Kaneyama-machi - Minshuku and Candle-making
Our accomodation for the night was 'Asahiya', a traditional-style Minshuku
or Inn in Kaneyama-machi, which offers the chance to try out various traditional
crafts of the area. It is basically like staying at somebody's house,
and the friendly owners welcomed us in and prepared a feast of local foods
like tenpura made with vegetables found in the nearby mountains. The area
is also the source of several hot springs, and there was also a spectacular
natural onsen a few minutes drive down the road, which offered a view
over a lake and the surrounding mountains. All the onsens I had been to
before had been artificially created ones, which were a little disappointing,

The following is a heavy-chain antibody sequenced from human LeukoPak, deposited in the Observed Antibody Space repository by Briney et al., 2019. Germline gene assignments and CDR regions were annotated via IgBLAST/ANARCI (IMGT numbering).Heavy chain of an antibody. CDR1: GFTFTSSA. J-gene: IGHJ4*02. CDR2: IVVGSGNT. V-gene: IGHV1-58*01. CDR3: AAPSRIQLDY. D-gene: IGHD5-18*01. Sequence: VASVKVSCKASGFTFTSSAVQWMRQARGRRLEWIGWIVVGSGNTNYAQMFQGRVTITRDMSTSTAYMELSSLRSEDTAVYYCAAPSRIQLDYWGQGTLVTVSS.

but the Kaneyama-machi onsen was spectacular, with cloudy water which
I was assured was because of the minerals and not on account of it being
In the morning we were offered the chance to try making beeswax candles,
which were made in the area to light homes before electricity arrived.
The process is very simple - the wick is wrapped around a thin stick which
is dipped into hot beeswax and then left to harden for 30 seconds, then
dipped into the beeswax and taken out over and over, building layer upon
layer until you have what started out looking like a stick of Pocky turned
into a full-sized candle. The completed candles make a honey-like scent
when burning, which is a nice bonus.
Asahiya has a homepage (Although only in Japanese) for anyone interested
in a place to stay when travelling through the area. It was a great place
to stay and the owners make you feel right at home.